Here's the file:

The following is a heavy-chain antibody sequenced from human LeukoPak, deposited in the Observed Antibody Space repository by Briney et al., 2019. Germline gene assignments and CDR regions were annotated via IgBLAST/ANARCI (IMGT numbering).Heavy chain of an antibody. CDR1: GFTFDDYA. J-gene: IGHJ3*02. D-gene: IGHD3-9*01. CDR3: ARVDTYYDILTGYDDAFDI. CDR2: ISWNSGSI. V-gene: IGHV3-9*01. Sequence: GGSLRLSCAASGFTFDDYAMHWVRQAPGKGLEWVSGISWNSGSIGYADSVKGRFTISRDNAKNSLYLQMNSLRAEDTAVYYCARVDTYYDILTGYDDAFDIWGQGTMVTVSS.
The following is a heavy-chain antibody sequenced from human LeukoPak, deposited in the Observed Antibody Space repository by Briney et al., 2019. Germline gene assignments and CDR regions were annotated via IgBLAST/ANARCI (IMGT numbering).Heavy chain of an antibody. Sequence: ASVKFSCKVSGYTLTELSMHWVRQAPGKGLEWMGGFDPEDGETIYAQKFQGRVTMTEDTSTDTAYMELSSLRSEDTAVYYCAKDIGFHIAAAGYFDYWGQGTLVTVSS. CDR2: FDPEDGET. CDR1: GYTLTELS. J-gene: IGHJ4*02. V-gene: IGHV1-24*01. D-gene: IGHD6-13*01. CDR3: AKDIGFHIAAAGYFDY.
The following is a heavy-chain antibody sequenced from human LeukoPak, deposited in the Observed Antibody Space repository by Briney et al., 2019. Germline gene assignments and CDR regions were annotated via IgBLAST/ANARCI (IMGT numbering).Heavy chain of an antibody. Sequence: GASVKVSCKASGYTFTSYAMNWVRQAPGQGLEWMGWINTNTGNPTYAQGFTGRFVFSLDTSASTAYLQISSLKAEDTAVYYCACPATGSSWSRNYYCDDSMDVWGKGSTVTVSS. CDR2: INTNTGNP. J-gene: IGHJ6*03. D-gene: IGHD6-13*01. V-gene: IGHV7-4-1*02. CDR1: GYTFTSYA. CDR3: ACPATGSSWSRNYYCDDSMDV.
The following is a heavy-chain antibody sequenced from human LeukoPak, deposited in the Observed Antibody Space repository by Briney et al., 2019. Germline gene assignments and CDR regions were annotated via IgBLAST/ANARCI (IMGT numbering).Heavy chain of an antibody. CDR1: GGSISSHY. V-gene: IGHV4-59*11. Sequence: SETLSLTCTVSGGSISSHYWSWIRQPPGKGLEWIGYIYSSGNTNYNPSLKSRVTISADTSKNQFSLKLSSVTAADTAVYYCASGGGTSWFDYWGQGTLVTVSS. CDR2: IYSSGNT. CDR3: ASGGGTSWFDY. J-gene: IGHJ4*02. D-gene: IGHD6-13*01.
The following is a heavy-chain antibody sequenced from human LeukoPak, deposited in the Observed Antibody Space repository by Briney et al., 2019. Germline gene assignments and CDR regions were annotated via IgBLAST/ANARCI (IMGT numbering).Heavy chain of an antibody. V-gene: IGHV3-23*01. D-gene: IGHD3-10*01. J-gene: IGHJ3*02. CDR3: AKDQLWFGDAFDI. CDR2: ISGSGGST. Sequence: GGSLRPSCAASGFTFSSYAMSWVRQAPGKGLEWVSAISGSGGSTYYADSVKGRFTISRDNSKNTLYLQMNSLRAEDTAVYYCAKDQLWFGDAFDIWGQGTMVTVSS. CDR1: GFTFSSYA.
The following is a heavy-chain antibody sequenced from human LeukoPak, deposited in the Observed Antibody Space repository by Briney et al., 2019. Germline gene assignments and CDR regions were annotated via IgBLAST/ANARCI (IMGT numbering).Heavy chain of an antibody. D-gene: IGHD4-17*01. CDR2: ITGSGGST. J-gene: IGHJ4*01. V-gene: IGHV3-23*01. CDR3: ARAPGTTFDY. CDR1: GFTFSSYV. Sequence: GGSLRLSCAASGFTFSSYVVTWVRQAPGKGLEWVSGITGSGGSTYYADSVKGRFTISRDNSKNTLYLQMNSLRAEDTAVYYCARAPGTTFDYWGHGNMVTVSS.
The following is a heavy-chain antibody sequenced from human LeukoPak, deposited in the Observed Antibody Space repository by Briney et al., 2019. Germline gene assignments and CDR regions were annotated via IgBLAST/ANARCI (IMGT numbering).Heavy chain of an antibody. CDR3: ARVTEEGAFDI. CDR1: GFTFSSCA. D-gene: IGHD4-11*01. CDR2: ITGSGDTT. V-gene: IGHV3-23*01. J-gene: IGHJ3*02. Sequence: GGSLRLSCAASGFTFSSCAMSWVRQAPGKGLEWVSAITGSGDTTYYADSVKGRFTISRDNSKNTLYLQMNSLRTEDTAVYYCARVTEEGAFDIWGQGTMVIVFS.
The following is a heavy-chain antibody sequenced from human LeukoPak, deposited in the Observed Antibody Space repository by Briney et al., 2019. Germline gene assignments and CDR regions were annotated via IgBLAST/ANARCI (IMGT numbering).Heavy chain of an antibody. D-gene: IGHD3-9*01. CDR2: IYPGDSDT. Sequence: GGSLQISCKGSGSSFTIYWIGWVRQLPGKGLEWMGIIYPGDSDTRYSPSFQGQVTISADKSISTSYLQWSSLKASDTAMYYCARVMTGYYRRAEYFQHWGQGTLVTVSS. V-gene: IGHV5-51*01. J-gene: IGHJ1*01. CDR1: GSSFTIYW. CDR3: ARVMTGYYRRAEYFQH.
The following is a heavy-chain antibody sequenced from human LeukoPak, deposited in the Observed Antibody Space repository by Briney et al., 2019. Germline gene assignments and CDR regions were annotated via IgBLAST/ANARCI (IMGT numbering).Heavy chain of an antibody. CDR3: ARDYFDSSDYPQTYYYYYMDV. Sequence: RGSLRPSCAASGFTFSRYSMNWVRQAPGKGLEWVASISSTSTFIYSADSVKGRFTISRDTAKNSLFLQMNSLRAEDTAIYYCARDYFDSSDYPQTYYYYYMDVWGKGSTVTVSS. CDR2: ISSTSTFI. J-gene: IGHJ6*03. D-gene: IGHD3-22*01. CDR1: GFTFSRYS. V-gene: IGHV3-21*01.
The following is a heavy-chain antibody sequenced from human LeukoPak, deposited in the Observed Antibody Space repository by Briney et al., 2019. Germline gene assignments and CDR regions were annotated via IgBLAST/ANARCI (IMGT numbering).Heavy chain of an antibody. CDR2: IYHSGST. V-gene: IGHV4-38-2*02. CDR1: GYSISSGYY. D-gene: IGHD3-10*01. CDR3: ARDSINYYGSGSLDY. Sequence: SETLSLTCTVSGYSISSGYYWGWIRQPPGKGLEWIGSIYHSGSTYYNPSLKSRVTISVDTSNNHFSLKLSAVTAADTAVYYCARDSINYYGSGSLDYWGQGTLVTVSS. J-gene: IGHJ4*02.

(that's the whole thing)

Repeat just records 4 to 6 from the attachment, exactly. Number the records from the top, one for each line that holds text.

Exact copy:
The following is a heavy-chain antibody sequenced from human LeukoPak, deposited in the Observed Antibody Space repository by Briney et al., 2019. Germline gene assignments and CDR regions were annotated via IgBLAST/ANARCI (IMGT numbering).Heavy chain of an antibody. CDR1: GGSISSHY. V-gene: IGHV4-59*11. Sequence: SETLSLTCTVSGGSISSHYWSWIRQPPGKGLEWIGYIYSSGNTNYNPSLKSRVTISADTSKNQFSLKLSSVTAADTAVYYCASGGGTSWFDYWGQGTLVTVSS. CDR2: IYSSGNT. CDR3: ASGGGTSWFDY. J-gene: IGHJ4*02. D-gene: IGHD6-13*01.
The following is a heavy-chain antibody sequenced from human LeukoPak, deposited in the Observed Antibody Space repository by Briney et al., 2019. Germline gene assignments and CDR regions were annotated via IgBLAST/ANARCI (IMGT numbering).Heavy chain of an antibody. V-gene: IGHV3-23*01. D-gene: IGHD3-10*01. J-gene: IGHJ3*02. CDR3: AKDQLWFGDAFDI. CDR2: ISGSGGST. Sequence: GGSLRPSCAASGFTFSSYAMSWVRQAPGKGLEWVSAISGSGGSTYYADSVKGRFTISRDNSKNTLYLQMNSLRAEDTAVYYCAKDQLWFGDAFDIWGQGTMVTVSS. CDR1: GFTFSSYA.
The following is a heavy-chain antibody sequenced from human LeukoPak, deposited in the Observed Antibody Space repository by Briney et al., 2019. Germline gene assignments and CDR regions were annotated via IgBLAST/ANARCI (IMGT numbering).Heavy chain of an antibody. D-gene: IGHD4-17*01. CDR2: ITGSGGST. J-gene: IGHJ4*01. V-gene: IGHV3-23*01. CDR3: ARAPGTTFDY. CDR1: GFTFSSYV. Sequence: GGSLRLSCAASGFTFSSYVVTWVRQAPGKGLEWVSGITGSGGSTYYADSVKGRFTISRDNSKNTLYLQMNSLRAEDTAVYYCARAPGTTFDYWGHGNMVTVSS.